There is a huge variation in the prices US organisations are paying for similar products and services, while some high spenders are wasting money because they assume expensive means good.
A survey of chief information officers from 500 corporations, conducted by Deloitte & Touche Consulting Group, found that one company investing $10 on a particular technology got the same cost savings from it as another company that spent $1.
Although there are no similar figures for Europe, one consultant at Deloitte said he suspected very similar patterns existed there "though perhaps less extreme".
The report defines two camps of companies - 'high spend' and 'low spend' firms. ?Chief information officers of low spend companies tend to focus on their company as if it were a customer and align IT to meet the company?s business objectives,? said Rich Pople, senior manager at Deloitte & Touche Consulting. ?High spend companies tend to get swallowed up by technical issues such as redundant technology, customisation efforts and a portfolio of whizzbang technology looking for problems to fix,? he said.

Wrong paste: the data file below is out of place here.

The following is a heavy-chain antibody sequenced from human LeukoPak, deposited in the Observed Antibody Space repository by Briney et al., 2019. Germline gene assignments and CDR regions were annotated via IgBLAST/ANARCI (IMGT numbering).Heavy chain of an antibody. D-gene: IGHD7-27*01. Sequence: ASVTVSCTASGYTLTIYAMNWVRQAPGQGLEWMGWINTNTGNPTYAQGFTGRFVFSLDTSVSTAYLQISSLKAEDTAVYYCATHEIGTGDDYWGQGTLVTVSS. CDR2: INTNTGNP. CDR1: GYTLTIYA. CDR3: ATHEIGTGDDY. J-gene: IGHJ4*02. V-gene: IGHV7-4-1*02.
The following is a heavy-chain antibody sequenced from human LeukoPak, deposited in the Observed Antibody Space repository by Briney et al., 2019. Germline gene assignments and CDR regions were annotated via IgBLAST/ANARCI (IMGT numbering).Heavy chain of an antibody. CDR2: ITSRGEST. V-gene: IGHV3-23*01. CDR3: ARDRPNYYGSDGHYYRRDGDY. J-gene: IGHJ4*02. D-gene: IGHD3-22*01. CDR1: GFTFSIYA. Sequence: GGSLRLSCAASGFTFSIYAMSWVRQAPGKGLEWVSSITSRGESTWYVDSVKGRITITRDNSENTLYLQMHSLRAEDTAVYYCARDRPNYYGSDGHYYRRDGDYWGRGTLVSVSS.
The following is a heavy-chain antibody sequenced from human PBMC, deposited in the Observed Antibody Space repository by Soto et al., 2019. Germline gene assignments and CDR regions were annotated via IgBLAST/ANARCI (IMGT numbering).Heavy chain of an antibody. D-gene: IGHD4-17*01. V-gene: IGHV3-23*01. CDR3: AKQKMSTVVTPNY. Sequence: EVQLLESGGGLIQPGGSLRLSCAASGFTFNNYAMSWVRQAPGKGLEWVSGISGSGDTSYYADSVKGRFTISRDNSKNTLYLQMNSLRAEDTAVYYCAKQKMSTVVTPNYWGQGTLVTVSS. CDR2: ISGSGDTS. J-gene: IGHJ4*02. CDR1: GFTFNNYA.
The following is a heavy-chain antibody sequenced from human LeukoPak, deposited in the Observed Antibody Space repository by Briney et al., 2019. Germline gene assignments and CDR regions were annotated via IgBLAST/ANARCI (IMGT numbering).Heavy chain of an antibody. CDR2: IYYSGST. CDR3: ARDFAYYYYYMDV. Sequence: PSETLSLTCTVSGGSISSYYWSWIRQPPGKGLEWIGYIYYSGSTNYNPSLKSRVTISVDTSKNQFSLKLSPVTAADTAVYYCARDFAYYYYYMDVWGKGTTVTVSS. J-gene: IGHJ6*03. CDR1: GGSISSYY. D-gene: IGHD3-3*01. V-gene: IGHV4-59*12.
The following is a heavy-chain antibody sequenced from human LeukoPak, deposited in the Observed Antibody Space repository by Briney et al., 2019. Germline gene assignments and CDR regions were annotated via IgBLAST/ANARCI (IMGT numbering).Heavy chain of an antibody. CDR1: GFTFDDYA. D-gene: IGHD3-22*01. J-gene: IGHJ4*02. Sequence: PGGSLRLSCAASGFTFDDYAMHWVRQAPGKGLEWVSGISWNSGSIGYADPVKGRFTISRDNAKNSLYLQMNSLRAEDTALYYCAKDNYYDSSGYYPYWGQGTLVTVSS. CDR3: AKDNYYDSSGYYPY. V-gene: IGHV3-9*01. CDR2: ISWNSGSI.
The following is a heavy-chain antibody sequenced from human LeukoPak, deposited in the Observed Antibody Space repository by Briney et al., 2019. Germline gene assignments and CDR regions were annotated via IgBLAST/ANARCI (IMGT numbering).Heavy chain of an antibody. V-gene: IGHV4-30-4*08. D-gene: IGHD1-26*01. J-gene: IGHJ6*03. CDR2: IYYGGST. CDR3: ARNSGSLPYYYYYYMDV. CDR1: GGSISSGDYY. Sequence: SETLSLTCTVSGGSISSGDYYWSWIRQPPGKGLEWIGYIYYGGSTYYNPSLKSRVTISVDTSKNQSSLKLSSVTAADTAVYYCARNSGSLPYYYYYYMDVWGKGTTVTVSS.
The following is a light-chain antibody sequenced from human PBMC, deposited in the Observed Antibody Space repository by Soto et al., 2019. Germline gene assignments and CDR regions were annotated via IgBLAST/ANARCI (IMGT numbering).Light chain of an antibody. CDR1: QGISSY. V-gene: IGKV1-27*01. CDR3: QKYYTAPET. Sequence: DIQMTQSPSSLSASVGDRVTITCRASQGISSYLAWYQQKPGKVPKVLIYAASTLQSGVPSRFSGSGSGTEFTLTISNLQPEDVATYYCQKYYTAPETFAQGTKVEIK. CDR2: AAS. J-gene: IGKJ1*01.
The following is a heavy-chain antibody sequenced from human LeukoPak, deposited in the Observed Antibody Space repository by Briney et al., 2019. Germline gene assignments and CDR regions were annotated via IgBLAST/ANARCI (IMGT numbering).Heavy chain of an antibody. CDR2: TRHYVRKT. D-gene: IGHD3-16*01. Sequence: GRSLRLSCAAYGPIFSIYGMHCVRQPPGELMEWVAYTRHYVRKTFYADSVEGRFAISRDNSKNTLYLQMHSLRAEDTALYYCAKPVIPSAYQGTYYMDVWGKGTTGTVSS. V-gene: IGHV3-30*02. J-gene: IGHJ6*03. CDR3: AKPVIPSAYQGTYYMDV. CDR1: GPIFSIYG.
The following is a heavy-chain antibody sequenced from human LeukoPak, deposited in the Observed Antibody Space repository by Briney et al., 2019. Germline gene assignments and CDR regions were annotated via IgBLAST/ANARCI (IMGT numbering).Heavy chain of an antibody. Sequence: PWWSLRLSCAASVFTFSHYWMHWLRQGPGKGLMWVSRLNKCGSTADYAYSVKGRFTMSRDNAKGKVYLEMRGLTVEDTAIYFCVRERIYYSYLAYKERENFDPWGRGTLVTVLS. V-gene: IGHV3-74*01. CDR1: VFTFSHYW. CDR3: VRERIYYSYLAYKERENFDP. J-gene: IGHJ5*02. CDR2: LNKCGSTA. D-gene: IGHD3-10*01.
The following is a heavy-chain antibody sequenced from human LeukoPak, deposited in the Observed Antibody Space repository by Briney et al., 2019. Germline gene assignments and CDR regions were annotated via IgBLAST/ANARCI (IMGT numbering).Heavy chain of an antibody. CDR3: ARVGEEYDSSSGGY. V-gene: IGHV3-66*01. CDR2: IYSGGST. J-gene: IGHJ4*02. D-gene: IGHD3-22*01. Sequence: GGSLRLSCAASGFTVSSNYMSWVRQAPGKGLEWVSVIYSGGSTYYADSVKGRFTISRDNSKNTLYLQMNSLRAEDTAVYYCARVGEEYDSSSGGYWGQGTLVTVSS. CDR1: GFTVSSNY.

The research found that low spend companies use 24 per cent fewer telecomms technologies and 22 per cent fewer software technologies than high spend companies. ?Low spend companies also avoid the temptation of investing in ?faddish? new technologies, spending an average of 55 per cent less on new technologies than their high spend counterpart,? reports the survey.
Companies that spend the least also boast lower staff turnover - 8.4 per cent compared to 16 per cent for complex IT environments. They also spend twice as much on training.
Low spend companies first look at business objectives and then determine how technology can help. High spend companies rank Internet and Intranet integration as its third most important objective, after recruitment, training and year 2000 projects.
?This indicates that high spend companies seem to deploy technologies before assessing the larger business needs, resulting in more complex and inefficient environments,? concludes the report.
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